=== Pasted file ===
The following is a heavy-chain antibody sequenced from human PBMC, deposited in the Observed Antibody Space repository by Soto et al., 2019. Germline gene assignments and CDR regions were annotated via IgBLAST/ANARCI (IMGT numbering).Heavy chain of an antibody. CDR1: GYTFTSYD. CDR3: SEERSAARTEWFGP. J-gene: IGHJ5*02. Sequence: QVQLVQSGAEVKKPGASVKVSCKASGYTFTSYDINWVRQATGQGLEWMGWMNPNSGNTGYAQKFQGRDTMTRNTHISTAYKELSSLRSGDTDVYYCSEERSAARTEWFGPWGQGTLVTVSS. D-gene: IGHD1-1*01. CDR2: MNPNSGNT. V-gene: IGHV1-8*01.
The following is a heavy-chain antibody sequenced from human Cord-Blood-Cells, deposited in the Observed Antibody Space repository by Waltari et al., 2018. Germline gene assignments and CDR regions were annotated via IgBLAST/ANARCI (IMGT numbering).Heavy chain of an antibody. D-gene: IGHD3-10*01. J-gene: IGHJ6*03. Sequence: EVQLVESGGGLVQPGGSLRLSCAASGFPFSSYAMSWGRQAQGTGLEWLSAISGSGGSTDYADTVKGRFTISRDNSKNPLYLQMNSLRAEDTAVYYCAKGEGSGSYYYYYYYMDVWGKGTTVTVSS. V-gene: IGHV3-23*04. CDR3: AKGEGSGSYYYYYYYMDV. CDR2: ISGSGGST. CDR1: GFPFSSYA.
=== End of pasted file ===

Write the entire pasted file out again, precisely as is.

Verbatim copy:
The following is a heavy-chain antibody sequenced from human PBMC, deposited in the Observed Antibody Space repository by Soto et al., 2019. Germline gene assignments and CDR regions were annotated via IgBLAST/ANARCI (IMGT numbering).Heavy chain of an antibody. CDR1: GYTFTSYD. CDR3: SEERSAARTEWFGP. J-gene: IGHJ5*02. Sequence: QVQLVQSGAEVKKPGASVKVSCKASGYTFTSYDINWVRQATGQGLEWMGWMNPNSGNTGYAQKFQGRDTMTRNTHISTAYKELSSLRSGDTDVYYCSEERSAARTEWFGPWGQGTLVTVSS. D-gene: IGHD1-1*01. CDR2: MNPNSGNT. V-gene: IGHV1-8*01.
The following is a heavy-chain antibody sequenced from human Cord-Blood-Cells, deposited in the Observed Antibody Space repository by Waltari et al., 2018. Germline gene assignments and CDR regions were annotated via IgBLAST/ANARCI (IMGT numbering).Heavy chain of an antibody. D-gene: IGHD3-10*01. J-gene: IGHJ6*03. Sequence: EVQLVESGGGLVQPGGSLRLSCAASGFPFSSYAMSWGRQAQGTGLEWLSAISGSGGSTDYADTVKGRFTISRDNSKNPLYLQMNSLRAEDTAVYYCAKGEGSGSYYYYYYYMDVWGKGTTVTVSS. V-gene: IGHV3-23*04. CDR3: AKGEGSGSYYYYYYYMDV. CDR2: ISGSGGST. CDR1: GFPFSSYA.